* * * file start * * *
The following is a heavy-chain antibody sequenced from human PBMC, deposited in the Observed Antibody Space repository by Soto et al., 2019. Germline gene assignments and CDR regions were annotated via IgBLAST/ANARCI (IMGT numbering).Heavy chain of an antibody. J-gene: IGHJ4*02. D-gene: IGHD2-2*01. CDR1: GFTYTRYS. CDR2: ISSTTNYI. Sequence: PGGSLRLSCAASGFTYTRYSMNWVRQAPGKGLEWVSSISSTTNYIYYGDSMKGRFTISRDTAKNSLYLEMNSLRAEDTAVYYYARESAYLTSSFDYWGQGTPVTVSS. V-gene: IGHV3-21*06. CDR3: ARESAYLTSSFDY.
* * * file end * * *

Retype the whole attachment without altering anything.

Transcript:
The following is a heavy-chain antibody sequenced from human PBMC, deposited in the Observed Antibody Space repository by Soto et al., 2019. Germline gene assignments and CDR regions were annotated via IgBLAST/ANARCI (IMGT numbering).Heavy chain of an antibody. J-gene: IGHJ4*02. D-gene: IGHD2-2*01. CDR1: GFTYTRYS. CDR2: ISSTTNYI. Sequence: PGGSLRLSCAASGFTYTRYSMNWVRQAPGKGLEWVSSISSTTNYIYYGDSMKGRFTISRDTAKNSLYLEMNSLRAEDTAVYYYARESAYLTSSFDYWGQGTPVTVSS. V-gene: IGHV3-21*06. CDR3: ARESAYLTSSFDY.